As Michael gears up for the year with a new job and a new schedule, the luxury of our summer days all together has drawn to a close. Michael is gone “full time” now, blessed with the chance to pursue two great opportunities in the realm of his career and his education. This means that Gabriel and I–and our ever-bigger son-in-the-womb– are now home together “full time.” There have been some tough times in these first two weeks Michael being gone, many involving Gabriel’s new tendency to want to micro-manage every element of his environment, and the emotional outbursts that result if something–or someone doesn’t follow his directions. The other part of the story is that he just isn’t napping anymore, which causes exhaustion for both him and me and the need for quiet activities to fill the long afternoon hours.
But this post won’t be about all that, as much as I’ve been analyzing it and debating how to best and most appropriately respond to it. I began this blog as a way to remember to smile, to focus on the positive in the midst of the exhausting, draining first months of motherhood. To take note of those moments that peek through the shadows like sunshine spilling through the tree branches that canopy our courtyard, and to realize their beauty.
This afternoon Gabriel and I trotted outside with a bucket of water, some sidewalk chalk, and two large paintbrushes. We would be “water painting”– literally, painting with water on any available outdoor surface, and watching to see what would happen when we painted the chalk with water. It is an ideal warm-weather activity for toddlers–simple to set up, no mess inside the house, and excitingly large scale. I was sitting down doodling with the chalk for a while (and trying to stay off my feet for a bit as the midwives suggested), but Gabriel wanted to start right in with the painting. He brushed a couple times at the sidewalk doodles, and then called himself Painting Man and jumped over to paint one of our courtyard trees. He called me to join in the fun– “Mommy will come?” As nice as it was to sit for a while, I was happy to join in. We dipped and brushed for quite some time, darkening the entire side of the tree with our water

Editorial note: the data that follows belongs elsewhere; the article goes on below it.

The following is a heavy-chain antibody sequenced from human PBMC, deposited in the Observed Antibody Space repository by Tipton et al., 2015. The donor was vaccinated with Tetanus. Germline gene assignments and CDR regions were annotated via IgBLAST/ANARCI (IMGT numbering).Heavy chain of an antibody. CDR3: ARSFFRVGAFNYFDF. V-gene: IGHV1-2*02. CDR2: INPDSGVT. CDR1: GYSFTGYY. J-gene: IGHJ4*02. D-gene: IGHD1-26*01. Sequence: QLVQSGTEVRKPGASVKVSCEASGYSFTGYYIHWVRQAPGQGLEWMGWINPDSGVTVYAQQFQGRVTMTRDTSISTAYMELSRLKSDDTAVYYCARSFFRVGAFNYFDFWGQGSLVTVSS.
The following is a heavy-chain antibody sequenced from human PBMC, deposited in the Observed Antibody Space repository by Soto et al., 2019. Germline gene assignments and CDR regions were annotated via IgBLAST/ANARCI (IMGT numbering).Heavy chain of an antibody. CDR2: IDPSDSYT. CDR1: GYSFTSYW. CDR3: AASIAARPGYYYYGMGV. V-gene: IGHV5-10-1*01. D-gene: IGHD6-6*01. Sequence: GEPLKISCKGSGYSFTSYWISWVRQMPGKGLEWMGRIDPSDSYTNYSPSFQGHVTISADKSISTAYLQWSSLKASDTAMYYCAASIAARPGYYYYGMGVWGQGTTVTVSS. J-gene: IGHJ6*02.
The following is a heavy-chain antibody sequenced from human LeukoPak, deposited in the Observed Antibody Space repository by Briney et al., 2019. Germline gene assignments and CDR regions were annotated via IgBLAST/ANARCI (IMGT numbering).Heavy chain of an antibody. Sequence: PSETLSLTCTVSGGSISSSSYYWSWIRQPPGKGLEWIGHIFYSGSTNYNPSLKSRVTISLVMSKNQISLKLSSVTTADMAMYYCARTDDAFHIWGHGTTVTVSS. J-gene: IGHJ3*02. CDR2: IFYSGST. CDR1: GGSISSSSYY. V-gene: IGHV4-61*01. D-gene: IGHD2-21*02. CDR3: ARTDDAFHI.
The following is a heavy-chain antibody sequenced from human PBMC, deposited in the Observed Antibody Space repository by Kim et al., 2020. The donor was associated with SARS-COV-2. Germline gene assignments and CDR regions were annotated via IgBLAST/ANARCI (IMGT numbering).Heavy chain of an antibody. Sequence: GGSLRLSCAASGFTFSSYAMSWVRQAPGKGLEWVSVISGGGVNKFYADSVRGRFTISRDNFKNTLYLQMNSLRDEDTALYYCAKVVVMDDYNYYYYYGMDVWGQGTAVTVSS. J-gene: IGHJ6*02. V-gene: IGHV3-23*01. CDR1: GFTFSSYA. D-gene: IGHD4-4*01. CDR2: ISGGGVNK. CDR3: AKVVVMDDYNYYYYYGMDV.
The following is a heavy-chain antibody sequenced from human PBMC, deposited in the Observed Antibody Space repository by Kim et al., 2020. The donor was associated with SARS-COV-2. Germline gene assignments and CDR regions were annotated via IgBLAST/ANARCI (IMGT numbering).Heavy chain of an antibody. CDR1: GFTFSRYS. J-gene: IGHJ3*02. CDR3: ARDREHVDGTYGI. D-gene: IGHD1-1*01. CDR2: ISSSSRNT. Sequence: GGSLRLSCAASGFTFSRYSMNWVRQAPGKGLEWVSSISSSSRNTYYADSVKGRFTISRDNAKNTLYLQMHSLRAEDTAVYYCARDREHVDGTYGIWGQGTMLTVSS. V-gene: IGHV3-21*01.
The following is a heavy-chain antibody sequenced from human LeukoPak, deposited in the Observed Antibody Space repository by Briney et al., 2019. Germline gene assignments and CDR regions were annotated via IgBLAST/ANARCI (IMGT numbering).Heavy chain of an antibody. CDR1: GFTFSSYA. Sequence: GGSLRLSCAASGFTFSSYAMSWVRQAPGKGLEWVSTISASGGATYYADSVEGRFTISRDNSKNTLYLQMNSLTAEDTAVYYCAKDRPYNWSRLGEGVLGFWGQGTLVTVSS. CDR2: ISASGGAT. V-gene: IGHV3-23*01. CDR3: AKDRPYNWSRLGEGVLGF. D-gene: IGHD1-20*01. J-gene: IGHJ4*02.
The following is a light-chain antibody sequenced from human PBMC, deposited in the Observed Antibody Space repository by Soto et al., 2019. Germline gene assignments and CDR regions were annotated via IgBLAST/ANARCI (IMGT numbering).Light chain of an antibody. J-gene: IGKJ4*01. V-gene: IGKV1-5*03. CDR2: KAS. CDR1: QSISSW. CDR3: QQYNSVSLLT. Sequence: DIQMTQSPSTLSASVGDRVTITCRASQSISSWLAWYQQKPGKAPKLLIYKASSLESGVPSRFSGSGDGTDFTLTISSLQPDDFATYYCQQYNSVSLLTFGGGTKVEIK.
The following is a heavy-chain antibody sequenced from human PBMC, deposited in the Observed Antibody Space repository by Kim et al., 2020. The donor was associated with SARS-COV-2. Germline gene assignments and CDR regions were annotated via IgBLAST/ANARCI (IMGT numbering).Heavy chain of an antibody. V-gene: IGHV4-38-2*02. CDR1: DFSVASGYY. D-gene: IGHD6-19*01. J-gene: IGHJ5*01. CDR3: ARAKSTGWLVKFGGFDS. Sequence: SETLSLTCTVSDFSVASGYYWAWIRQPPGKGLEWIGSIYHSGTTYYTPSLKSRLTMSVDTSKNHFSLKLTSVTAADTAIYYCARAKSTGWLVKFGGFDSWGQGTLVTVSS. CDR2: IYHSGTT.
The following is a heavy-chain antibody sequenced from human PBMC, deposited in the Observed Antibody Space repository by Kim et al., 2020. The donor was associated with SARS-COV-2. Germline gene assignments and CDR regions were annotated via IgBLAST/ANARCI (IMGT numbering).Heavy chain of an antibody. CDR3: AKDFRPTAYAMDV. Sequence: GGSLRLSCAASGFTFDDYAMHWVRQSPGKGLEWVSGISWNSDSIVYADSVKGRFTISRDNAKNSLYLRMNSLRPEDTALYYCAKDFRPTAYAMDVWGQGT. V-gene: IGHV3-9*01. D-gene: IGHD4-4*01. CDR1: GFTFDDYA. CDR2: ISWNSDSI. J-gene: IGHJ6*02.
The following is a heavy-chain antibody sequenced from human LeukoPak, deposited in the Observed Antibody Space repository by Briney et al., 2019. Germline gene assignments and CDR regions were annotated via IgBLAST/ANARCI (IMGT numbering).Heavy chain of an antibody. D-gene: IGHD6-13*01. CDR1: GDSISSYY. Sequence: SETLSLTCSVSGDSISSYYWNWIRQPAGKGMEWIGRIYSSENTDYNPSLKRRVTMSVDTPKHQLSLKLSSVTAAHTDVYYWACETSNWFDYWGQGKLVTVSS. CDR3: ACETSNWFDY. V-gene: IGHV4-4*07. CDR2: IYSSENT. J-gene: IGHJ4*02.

One of my earliest memories–my mother claims I couldn’t have been more than two or three when it transpired– is that of making wet hand prints on the brick-red siding of my neighbor’s house, running back and forth from her inflatable pool to the wall of the house, enjoying the freedom of making my mark somewhere exciting and new.
I had found the idea for “water painting” with Gabriel in a book, but it was already there, waiting for a quiet moment to emerge from my memories. How many other small childhood joys might I unearth from within me to share with my son on these long nap-less afternoons? And how to discover them? Sitting with my planner, filling in which activities to do when, seems too grown-up, too professional, too gridded, too sterile. Thinking about childhood is too distant, too detached; I must become the child that, in a way, I am, but often do not allow myself to be. Recently I have spent the first moments of any quiet prayer times simply allowing myself to be God’s child. I am your child, Lord. It is a reality, a statement of fact, that I must make a concerted effort to be and to know on a level that is more than merely intellectual. Unless you turn and become like children, you will not enter the kingdom of heaven (Mt 18:3).
So often I fail to turn from my to-do lists, my worries, and my strategies of control, and in failing to turn from these, fail to become a child. So often this failure has made my little Gabriel seem a stranger to me, a mysterious puzzle who frustrates and exhausts me. Yet... whoever receives one child such as this in my name receives me (Mt 18:5). Any failure to receive my son in appropriate charity–this is a failure to receive Christ himself.
It’s funny how things link together so neatly. A moment when I finally allow myself to receive my son–to turn, to become like a child, and engage in simple play alongside him, when I could have instead stayed seated out of tiredness or distraction–becomes a moment when I receive my own childhood clearly and suddenly. I am your child, Lord. Such moments as these are when I begin to live this reality more humbly and truly, and stumble ever so slowly towards becoming the child I must be in order to be the mother I am called to be.